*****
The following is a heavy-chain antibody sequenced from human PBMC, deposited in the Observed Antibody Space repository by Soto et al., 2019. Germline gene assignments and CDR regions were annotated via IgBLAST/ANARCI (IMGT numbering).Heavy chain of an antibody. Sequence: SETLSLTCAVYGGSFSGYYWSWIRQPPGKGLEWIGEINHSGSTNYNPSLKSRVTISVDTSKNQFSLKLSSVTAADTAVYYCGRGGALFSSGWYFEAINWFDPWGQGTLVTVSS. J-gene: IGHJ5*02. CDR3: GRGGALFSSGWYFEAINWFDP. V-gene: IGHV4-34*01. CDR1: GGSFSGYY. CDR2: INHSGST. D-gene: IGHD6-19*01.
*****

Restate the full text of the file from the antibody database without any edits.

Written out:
The following is a heavy-chain antibody sequenced from human PBMC, deposited in the Observed Antibody Space repository by Soto et al., 2019. Germline gene assignments and CDR regions were annotated via IgBLAST/ANARCI (IMGT numbering).Heavy chain of an antibody. Sequence: SETLSLTCAVYGGSFSGYYWSWIRQPPGKGLEWIGEINHSGSTNYNPSLKSRVTISVDTSKNQFSLKLSSVTAADTAVYYCGRGGALFSSGWYFEAINWFDPWGQGTLVTVSS. J-gene: IGHJ5*02. CDR3: GRGGALFSSGWYFEAINWFDP. V-gene: IGHV4-34*01. CDR1: GGSFSGYY. CDR2: INHSGST. D-gene: IGHD6-19*01.